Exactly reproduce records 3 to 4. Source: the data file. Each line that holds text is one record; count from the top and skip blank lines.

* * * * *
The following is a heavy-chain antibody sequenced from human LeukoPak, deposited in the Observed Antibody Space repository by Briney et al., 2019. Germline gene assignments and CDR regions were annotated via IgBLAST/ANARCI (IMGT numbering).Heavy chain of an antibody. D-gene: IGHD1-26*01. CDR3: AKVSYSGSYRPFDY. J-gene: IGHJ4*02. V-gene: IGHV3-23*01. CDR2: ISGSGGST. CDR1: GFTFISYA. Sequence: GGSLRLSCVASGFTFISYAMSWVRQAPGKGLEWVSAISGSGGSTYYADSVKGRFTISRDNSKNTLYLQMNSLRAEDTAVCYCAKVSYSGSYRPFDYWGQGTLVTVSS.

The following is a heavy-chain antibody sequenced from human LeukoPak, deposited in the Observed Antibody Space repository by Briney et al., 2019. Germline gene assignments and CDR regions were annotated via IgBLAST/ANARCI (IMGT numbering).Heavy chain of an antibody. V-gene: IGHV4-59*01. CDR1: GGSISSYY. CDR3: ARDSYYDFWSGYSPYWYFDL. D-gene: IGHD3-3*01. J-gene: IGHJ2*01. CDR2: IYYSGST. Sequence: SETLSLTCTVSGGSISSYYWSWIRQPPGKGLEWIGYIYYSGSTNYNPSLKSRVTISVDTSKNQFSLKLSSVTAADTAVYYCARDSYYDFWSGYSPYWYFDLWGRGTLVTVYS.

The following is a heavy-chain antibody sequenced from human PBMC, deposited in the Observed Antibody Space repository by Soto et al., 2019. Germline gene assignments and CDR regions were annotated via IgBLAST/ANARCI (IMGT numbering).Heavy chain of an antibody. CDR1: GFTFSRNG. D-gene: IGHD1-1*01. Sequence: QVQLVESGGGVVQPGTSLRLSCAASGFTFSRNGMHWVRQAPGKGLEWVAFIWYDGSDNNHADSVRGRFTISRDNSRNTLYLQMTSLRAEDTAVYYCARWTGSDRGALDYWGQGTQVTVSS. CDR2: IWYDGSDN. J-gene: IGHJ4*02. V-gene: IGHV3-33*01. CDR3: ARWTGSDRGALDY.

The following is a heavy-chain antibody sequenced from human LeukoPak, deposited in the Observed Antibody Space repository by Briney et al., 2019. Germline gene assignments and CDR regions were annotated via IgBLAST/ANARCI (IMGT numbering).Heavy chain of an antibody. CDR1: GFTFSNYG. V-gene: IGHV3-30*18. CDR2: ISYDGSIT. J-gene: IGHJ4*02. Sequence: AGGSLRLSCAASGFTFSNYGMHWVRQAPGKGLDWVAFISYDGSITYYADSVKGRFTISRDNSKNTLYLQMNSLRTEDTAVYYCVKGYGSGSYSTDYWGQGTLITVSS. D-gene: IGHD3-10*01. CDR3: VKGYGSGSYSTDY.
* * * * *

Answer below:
The following is a heavy-chain antibody sequenced from human PBMC, deposited in the Observed Antibody Space repository by Soto et al., 2019. Germline gene assignments and CDR regions were annotated via IgBLAST/ANARCI (IMGT numbering).Heavy chain of an antibody. CDR1: GFTFSRNG. D-gene: IGHD1-1*01. Sequence: QVQLVESGGGVVQPGTSLRLSCAASGFTFSRNGMHWVRQAPGKGLEWVAFIWYDGSDNNHADSVRGRFTISRDNSRNTLYLQMTSLRAEDTAVYYCARWTGSDRGALDYWGQGTQVTVSS. CDR2: IWYDGSDN. J-gene: IGHJ4*02. V-gene: IGHV3-33*01. CDR3: ARWTGSDRGALDY.

The following is a heavy-chain antibody sequenced from human LeukoPak, deposited in the Observed Antibody Space repository by Briney et al., 2019. Germline gene assignments and CDR regions were annotated via IgBLAST/ANARCI (IMGT numbering).Heavy chain of an antibody. CDR1: GFTFSNYG. V-gene: IGHV3-30*18. CDR2: ISYDGSIT. J-gene: IGHJ4*02. Sequence: AGGSLRLSCAASGFTFSNYGMHWVRQAPGKGLDWVAFISYDGSITYYADSVKGRFTISRDNSKNTLYLQMNSLRTEDTAVYYCVKGYGSGSYSTDYWGQGTLITVSS. D-gene: IGHD3-10*01. CDR3: VKGYGSGSYSTDY.